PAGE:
Like most things in life, I didn’t take a direct route into presentation design. Most people don’t. I’m not sure there even is one.
I was working in the Marketing department for an internet security company a number of years back. I had just started and I was trying to find my niche. I had some design and creative experience from previous years working at a media production house so I was asked if I could help “clean up” some of our presentations our executives were going to deliver at our annual client conference. I knew how to use PowerPoint from a technical perspective, so it was my pleasure.
I guess I did okay, so more and more PowerPoints started coming my way. I figured if I was going to do it on a regular basis, I should learn how to do it effectively. I poured my energy into presentation books like Presentation Zen and Slide:ology (affiliate links), blogs, workshops, and more. I’m still learning every day, but I had carved out a niche at that company because everyone knew I was the go-to-guy for presentation advice and design help. Of course I had many other responsibilities, but in an economy like this, isn’t it great to make yourself increasingly indispensable? If you’re already designing the presentations in your office, don’t you want to be a superhero instead of just a sidekick?
While becoming a superhero doesn’t happen overnight, here are a few tips to get you on the right path. Consider it the spider bite…
- Speak Up – If you’re reading my blog then you already understand that there’s a fundamental problem with the way most presentations are designed today. While myself and many others continue to lead the Presentation Revolution, we’ve still got a ways to go. You can do your part by speaking up. Let others in your organization know that their presentations are ineffective and you can help. Start offering to help others design their presentations and teach them the presentation basics.
- Defy the Template – It’s rare to find a corporate template that actually works. So it’s likely that your company’s template falls into this category. Defy the template – Pull the logo off every slide. Get rid of slide numbers, website URLs, phone numbers and other similar brand identifiers and utilize the entire slide. If your clients and prospects are forgetting who they’re talking to, you’ve got bigger problems. Instead of just a template – a treatment of one or two slides with corporate branding – create a system. Include imagery (see #3), graph treatments, font treatments, color palettes and more.
- Find and Establish Corporate Imagery – Raise your hand if any of these images are in your company’s standard PowerPoint presentation – businessmen shaking hands (possibly in front of a globe), a smiling customer service rep (possibly with a headset), puzzle pieces, or a group of businesspeople in suits all smiling. They’re stale, uninspiring and unoriginal, and you don’t want to be like everyone else, right? Instead, invest time (and possibly money) in finding vibrant imagery that truly encompasses what your company and its product/service is trying to accomplish. You may be able to find some of these on low-cost stock imagery sites, but try searching Flickr (via CompFight) or other alternative image sites to find images and photographers that will uplift your presentation. Of course, ensure that you follow all copyright laws.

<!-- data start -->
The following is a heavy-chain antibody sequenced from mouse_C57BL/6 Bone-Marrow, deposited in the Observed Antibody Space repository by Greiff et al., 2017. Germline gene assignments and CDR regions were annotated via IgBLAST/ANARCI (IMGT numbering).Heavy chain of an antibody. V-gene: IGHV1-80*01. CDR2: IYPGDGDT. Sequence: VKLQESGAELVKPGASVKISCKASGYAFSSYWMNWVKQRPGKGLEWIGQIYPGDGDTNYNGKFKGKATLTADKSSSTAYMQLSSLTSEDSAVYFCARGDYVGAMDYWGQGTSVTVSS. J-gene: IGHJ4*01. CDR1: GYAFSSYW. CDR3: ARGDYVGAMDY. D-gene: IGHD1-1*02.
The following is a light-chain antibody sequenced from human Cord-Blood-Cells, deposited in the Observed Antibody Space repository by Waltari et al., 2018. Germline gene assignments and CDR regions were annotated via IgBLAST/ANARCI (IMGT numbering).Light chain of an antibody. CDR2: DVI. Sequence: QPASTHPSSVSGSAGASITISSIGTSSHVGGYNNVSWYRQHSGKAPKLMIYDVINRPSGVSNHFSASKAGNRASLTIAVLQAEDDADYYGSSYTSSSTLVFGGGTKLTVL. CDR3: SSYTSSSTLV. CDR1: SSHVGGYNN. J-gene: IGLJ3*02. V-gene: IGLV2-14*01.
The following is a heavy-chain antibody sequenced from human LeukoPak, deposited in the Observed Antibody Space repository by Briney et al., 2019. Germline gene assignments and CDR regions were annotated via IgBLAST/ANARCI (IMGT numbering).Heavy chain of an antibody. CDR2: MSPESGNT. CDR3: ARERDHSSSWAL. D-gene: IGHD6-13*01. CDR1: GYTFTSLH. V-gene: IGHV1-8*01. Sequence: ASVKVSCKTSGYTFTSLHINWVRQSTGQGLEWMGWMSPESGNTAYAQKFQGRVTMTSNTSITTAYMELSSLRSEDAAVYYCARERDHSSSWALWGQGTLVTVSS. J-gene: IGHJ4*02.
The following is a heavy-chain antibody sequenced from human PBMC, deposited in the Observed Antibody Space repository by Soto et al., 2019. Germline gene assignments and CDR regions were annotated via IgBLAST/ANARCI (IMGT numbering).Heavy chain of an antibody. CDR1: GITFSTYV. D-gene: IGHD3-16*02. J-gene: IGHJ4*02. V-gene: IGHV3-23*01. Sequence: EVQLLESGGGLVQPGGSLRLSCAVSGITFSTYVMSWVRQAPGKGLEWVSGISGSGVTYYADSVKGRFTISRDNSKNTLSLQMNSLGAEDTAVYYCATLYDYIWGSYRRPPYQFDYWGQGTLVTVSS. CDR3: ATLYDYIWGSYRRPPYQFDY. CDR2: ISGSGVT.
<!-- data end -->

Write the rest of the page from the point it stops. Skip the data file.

- Remove the Crutches – When you’re moving your audience to act, particularly when that action means opening their wallets, audiences expect a certain performance level. If your colleagues are using bullet-points to act as a script and a crutch, you’re insulting your audience. I would guess that many of them don’t need it, and they’re only on the slide as a formality for the one or two who actually do need them. Talk to them – ask them if they really need the bullet points or mounds of text. I suspect they don’t, and if they do need to read their slides then your company doesn’t have a PowerPoint problem, you’ve got a hiring problem. If they do, send them to this post.
- Establish the Story – Maybe this should have gone first so you’d know that it needs to be done before any design work starts, however it’s integral to establish your story (especially if it’s a standardized presentation that multiple people present). Gather all those who you think can provide the proper input to your company’s story, get off the grid, and start asking questions. What’s the current landscape your audience lives in and how does your product/service change the world? What need does your product/service solve for your customers? What’s your big idea? What is the potential reward for your audience if they decide to buy your product/service? Only then can you start crafting an effective presentation.
- Never Stop Learning – The presentation design landscape is changing every day. Continue to learn the most effective presentation design techniques by reading books/blogs, attending workshops and conferences (like those at Duarte Design or the Presentation Summit), watch TED presentations and find opportunities to present for yourself.
Are you already the PowerPoint superhero in your company? If so, how did you get there? Let me know in the comments.